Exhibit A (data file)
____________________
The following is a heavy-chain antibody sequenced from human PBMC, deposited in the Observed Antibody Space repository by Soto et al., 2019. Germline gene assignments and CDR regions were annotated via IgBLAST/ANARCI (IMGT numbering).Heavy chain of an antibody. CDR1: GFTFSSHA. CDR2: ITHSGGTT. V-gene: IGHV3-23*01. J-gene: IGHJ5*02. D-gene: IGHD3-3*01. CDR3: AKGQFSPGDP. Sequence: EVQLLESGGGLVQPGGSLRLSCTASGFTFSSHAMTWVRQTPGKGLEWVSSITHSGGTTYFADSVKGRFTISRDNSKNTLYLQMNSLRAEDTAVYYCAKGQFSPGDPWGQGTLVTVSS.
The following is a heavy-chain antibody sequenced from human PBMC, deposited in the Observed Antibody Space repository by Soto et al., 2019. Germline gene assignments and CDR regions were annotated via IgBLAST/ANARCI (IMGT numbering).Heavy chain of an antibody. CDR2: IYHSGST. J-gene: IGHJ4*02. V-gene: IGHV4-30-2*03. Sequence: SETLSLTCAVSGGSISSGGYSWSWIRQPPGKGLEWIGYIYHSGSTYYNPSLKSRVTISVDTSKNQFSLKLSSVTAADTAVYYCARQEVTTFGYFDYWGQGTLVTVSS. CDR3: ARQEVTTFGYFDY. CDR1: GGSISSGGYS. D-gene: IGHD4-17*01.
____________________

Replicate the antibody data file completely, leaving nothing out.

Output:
The following is a heavy-chain antibody sequenced from human PBMC, deposited in the Observed Antibody Space repository by Soto et al., 2019. Germline gene assignments and CDR regions were annotated via IgBLAST/ANARCI (IMGT numbering).Heavy chain of an antibody. CDR1: GFTFSSHA. CDR2: ITHSGGTT. V-gene: IGHV3-23*01. J-gene: IGHJ5*02. D-gene: IGHD3-3*01. CDR3: AKGQFSPGDP. Sequence: EVQLLESGGGLVQPGGSLRLSCTASGFTFSSHAMTWVRQTPGKGLEWVSSITHSGGTTYFADSVKGRFTISRDNSKNTLYLQMNSLRAEDTAVYYCAKGQFSPGDPWGQGTLVTVSS.
The following is a heavy-chain antibody sequenced from human PBMC, deposited in the Observed Antibody Space repository by Soto et al., 2019. Germline gene assignments and CDR regions were annotated via IgBLAST/ANARCI (IMGT numbering).Heavy chain of an antibody. CDR2: IYHSGST. J-gene: IGHJ4*02. V-gene: IGHV4-30-2*03. Sequence: SETLSLTCAVSGGSISSGGYSWSWIRQPPGKGLEWIGYIYHSGSTYYNPSLKSRVTISVDTSKNQFSLKLSSVTAADTAVYYCARQEVTTFGYFDYWGQGTLVTVSS. CDR3: ARQEVTTFGYFDY. CDR1: GGSISSGGYS. D-gene: IGHD4-17*01.